E-health Intervention for Cancer Survivors (Onward)
|Cancer||Behavioral: Project Onward website + social network Behavioral: Project Onward website||Phase 1|
|Study Design:||Allocation: Randomized
Intervention Model: Parallel Assignment
Masking: Single (Outcomes Assessor)
Primary Purpose: Treatment
|Official Title:||Project Onward: an Innovative E-health Intervention for Cancer Survivors|
- Depression, as measured by the Hospital Anxiety and Depression Scale (HADS) [ Time Frame: Measured at baseline, 4 weeks, 8 weeks and 12 weeks ]
- Website utilization (e.g., number of logins, average visit length, total time spent on the site, number of exercises completed) [ Time Frame: From baseline through 12 weeks ]
|Study Start Date:||April 2010|
|Study Completion Date:||June 2011|
|Primary Completion Date:||April 2011 (Final data collection date for primary outcome measure)|
Experimental: Project Onward website + social network
This arm has the website which includes 8 weeks of Internet-based cognitive behavioral therapy combined with discussion and support from a group of up to 8 other cancer survivors.
Behavioral: Project Onward website + social network
The website will include 8 weeks of Internet-based cognitive behavioral therapy combined with discussion and support from a group of up to 8 other cancer survivors.
Active Comparator: Project Onward website
This arm has the website which includes 8 weeks of Internet-based cognitive behavioral therapy.
Behavioral: Project Onward website
Access to an interactive website that provides 8 weeks of Internet-based cognitive behavioral therapy.
Nearly 65% of those with cancer diagnoses will survive for at least 5 years, with approximately 10.5 million cancer survivors in the United States. The time of transition for cancer patients, from active treatment to survivorship, has been identified as a time of high risk for depression and anxiety. Cancer survivors experience higher rates of anxiety and depression than those without a cancer history. Research has identified fear of recurrence, perceived loss of support, and social pressure to resume a "normal" life, among other phenomena, as sources for this emotional distress. However, only about 20% of all patients referred for psychotherapy ever enter treatment and of those who initiate treatment, nearly half drop out before completion. This suggests that there are significant barriers to receiving care. These barriers may be even higher for cancer survivors struggling with issues related to re-entry, such as returning to work, resuming household responsibilities and managing residual symptoms such as fatigue or pain.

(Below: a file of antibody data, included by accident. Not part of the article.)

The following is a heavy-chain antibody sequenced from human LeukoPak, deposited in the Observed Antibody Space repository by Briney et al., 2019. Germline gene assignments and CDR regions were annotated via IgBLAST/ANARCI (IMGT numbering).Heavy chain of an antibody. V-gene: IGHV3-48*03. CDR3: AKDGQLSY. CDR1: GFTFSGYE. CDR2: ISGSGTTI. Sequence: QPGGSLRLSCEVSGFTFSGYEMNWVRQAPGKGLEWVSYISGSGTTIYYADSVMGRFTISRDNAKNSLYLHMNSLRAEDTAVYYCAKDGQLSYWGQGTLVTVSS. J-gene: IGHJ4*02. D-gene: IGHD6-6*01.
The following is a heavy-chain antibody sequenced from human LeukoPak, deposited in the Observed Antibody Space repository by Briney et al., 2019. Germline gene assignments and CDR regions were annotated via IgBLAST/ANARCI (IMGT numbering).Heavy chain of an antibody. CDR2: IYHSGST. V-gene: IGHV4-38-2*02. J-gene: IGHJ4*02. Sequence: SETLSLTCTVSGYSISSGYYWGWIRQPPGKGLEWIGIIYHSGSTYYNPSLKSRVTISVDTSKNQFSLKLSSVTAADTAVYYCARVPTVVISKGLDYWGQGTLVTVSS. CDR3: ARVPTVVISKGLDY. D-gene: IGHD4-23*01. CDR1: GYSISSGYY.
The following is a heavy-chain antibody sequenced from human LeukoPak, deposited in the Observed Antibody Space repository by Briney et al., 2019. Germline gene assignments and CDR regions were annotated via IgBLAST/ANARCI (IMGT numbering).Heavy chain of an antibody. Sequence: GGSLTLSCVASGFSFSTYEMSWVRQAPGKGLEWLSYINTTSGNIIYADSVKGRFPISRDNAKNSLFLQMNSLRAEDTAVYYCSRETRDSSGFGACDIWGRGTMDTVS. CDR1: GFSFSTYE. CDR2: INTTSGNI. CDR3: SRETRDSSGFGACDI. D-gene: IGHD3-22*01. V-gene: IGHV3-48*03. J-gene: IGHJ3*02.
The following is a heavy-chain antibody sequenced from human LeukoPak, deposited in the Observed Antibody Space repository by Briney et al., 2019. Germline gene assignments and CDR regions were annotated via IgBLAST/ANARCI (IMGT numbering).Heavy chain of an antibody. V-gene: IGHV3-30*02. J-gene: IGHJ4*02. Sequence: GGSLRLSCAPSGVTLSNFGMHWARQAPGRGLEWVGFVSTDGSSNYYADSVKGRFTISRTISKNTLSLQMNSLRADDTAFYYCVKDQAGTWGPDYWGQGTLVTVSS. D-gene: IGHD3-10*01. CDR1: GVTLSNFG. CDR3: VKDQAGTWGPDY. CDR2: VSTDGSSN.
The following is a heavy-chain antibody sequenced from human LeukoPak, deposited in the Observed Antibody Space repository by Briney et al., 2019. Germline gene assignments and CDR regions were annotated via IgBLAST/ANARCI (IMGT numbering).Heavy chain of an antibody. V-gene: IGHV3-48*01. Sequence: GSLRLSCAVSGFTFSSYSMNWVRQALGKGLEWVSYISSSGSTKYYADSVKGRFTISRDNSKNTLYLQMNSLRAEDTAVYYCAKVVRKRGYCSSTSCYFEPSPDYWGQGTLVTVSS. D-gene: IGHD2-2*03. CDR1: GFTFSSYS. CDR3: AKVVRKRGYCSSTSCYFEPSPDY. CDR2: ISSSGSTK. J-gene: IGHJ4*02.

The internet promises to provide inexpensive access to treatment at any time of the day or night. Unfortunately, the potential for internet delivered services has not been realized. Studies examining treatments that simply provide access to an internet site commonly result in very high dropout after the first site visit, and typically little or no improvement target symptoms. A variety of methods to improve responses to internet interventions have been examined. In general, e-mail support improves adherence and telephone support can improve adherence even more. Another type of support that has only begun to be investigated is the use of social networks to help maintain adherence.
This intervention will combine a variety of outreach methods, including telephone, email and an online social network, to increase adherence and promote the use of the website and the skills it teaches.
Please refer to this study by its ClinicalTrials.gov identifier: NCT01114802
|United States, Illinois|
|Chicago, Illinois, United States, 60611|
|Principal Investigator:||David C. Mohr, Ph.D.||Northwestern University|